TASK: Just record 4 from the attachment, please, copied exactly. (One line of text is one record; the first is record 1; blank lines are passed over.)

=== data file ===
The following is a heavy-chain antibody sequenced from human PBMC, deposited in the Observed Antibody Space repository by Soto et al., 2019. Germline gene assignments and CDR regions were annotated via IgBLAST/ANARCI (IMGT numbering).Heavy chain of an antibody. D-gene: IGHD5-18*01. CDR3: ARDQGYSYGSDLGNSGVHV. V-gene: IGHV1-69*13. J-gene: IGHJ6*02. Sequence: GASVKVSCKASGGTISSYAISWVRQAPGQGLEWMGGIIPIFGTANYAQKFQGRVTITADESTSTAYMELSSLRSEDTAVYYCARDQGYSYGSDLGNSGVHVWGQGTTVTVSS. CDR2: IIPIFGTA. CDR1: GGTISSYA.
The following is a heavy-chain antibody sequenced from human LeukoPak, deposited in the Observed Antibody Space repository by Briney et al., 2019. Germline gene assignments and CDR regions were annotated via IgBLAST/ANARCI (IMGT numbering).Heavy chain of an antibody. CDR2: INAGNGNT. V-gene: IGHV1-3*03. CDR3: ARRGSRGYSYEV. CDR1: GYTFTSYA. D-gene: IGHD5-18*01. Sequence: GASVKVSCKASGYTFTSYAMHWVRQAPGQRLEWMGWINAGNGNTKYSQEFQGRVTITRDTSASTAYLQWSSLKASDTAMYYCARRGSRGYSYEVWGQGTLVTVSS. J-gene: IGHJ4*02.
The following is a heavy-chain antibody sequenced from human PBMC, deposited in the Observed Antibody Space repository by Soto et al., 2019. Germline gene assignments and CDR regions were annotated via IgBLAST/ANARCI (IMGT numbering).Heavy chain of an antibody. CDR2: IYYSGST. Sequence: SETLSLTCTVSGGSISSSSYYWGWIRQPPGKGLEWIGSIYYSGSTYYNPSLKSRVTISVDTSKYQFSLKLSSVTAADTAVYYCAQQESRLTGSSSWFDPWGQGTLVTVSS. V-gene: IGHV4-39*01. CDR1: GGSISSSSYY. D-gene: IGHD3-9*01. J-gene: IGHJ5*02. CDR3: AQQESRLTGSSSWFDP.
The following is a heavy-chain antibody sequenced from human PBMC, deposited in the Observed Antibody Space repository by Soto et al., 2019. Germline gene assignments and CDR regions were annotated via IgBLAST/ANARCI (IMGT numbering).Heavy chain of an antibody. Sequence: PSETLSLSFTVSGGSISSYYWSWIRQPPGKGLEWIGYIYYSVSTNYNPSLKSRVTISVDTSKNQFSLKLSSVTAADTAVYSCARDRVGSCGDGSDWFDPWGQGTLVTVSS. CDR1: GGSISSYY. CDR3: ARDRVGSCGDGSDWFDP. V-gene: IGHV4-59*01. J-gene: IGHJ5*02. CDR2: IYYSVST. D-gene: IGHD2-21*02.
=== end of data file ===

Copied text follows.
The following is a heavy-chain antibody sequenced from human PBMC, deposited in the Observed Antibody Space repository by Soto et al., 2019. Germline gene assignments and CDR regions were annotated via IgBLAST/ANARCI (IMGT numbering).Heavy chain of an antibody. Sequence: PSETLSLSFTVSGGSISSYYWSWIRQPPGKGLEWIGYIYYSVSTNYNPSLKSRVTISVDTSKNQFSLKLSSVTAADTAVYSCARDRVGSCGDGSDWFDPWGQGTLVTVSS. CDR1: GGSISSYY. CDR3: ARDRVGSCGDGSDWFDP. V-gene: IGHV4-59*01. J-gene: IGHJ5*02. CDR2: IYYSVST. D-gene: IGHD2-21*02.